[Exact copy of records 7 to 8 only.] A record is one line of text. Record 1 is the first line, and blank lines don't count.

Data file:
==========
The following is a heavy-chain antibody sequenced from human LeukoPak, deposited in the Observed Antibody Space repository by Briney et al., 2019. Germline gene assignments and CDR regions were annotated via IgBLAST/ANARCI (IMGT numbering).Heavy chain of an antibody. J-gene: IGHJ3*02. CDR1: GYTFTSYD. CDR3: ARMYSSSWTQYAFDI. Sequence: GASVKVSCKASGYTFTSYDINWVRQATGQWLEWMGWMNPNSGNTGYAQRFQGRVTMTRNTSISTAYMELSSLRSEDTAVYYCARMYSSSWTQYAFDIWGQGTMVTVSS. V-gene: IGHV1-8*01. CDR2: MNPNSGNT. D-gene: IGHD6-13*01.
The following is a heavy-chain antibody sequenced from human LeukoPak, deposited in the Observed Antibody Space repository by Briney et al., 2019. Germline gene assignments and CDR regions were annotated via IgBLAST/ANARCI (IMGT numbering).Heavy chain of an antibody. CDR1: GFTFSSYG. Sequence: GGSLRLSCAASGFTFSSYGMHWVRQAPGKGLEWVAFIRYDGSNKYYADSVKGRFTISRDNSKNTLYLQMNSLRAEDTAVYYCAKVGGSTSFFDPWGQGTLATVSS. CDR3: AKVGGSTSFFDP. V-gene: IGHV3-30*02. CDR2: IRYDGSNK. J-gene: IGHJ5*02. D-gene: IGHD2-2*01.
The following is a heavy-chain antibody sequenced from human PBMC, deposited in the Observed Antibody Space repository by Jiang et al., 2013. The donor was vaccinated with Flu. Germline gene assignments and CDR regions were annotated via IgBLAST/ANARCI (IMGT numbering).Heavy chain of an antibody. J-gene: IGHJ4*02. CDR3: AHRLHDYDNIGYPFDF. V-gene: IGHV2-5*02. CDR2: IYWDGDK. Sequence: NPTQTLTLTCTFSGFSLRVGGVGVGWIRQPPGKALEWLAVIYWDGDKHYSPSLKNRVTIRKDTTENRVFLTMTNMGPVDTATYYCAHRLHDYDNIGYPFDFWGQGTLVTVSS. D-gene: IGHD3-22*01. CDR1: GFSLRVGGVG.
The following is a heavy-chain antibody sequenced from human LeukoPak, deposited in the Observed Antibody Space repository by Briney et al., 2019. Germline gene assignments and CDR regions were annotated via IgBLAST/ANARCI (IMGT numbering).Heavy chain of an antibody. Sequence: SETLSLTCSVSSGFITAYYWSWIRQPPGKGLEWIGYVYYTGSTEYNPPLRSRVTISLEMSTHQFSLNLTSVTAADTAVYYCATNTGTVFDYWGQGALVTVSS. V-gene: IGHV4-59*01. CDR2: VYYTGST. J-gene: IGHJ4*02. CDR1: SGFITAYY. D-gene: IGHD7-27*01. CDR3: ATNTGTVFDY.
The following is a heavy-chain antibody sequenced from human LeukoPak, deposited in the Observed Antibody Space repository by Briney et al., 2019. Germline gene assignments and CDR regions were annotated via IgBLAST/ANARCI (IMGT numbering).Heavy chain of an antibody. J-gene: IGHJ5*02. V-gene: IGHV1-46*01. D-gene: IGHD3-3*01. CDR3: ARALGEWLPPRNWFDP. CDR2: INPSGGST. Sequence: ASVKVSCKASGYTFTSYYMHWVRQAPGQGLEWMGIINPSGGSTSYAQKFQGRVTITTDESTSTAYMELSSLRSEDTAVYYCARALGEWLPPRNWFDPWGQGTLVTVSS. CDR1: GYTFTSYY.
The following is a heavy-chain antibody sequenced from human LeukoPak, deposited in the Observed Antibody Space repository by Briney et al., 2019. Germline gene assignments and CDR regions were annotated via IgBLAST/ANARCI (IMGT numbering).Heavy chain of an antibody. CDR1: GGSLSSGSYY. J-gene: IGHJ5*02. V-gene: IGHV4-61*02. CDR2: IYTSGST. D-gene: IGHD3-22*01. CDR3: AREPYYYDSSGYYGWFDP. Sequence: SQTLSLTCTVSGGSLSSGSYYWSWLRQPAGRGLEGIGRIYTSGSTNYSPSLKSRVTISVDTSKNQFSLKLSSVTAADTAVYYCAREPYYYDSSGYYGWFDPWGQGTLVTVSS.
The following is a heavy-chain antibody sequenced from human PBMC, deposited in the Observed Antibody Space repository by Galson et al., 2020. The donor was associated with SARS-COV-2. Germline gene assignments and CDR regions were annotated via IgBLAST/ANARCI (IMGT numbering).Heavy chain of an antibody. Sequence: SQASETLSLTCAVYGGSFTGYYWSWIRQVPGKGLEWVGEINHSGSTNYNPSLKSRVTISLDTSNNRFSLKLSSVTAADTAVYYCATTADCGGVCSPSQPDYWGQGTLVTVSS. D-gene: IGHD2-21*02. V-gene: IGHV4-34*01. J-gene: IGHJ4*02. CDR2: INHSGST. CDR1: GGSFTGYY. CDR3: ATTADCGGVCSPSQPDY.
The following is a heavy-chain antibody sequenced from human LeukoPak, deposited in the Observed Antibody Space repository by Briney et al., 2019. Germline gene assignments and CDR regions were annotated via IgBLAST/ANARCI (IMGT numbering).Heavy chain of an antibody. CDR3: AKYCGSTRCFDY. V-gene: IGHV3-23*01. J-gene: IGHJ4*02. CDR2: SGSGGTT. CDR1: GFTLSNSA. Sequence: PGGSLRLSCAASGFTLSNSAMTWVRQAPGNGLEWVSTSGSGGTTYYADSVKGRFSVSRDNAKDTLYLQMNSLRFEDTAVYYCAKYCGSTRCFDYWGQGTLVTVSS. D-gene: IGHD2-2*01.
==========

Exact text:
The following is a heavy-chain antibody sequenced from human PBMC, deposited in the Observed Antibody Space repository by Galson et al., 2020. The donor was associated with SARS-COV-2. Germline gene assignments and CDR regions were annotated via IgBLAST/ANARCI (IMGT numbering).Heavy chain of an antibody. Sequence: SQASETLSLTCAVYGGSFTGYYWSWIRQVPGKGLEWVGEINHSGSTNYNPSLKSRVTISLDTSNNRFSLKLSSVTAADTAVYYCATTADCGGVCSPSQPDYWGQGTLVTVSS. D-gene: IGHD2-21*02. V-gene: IGHV4-34*01. J-gene: IGHJ4*02. CDR2: INHSGST. CDR1: GGSFTGYY. CDR3: ATTADCGGVCSPSQPDY.
The following is a heavy-chain antibody sequenced from human LeukoPak, deposited in the Observed Antibody Space repository by Briney et al., 2019. Germline gene assignments and CDR regions were annotated via IgBLAST/ANARCI (IMGT numbering).Heavy chain of an antibody. CDR3: AKYCGSTRCFDY. V-gene: IGHV3-23*01. J-gene: IGHJ4*02. CDR2: SGSGGTT. CDR1: GFTLSNSA. Sequence: PGGSLRLSCAASGFTLSNSAMTWVRQAPGNGLEWVSTSGSGGTTYYADSVKGRFSVSRDNAKDTLYLQMNSLRFEDTAVYYCAKYCGSTRCFDYWGQGTLVTVSS. D-gene: IGHD2-2*01.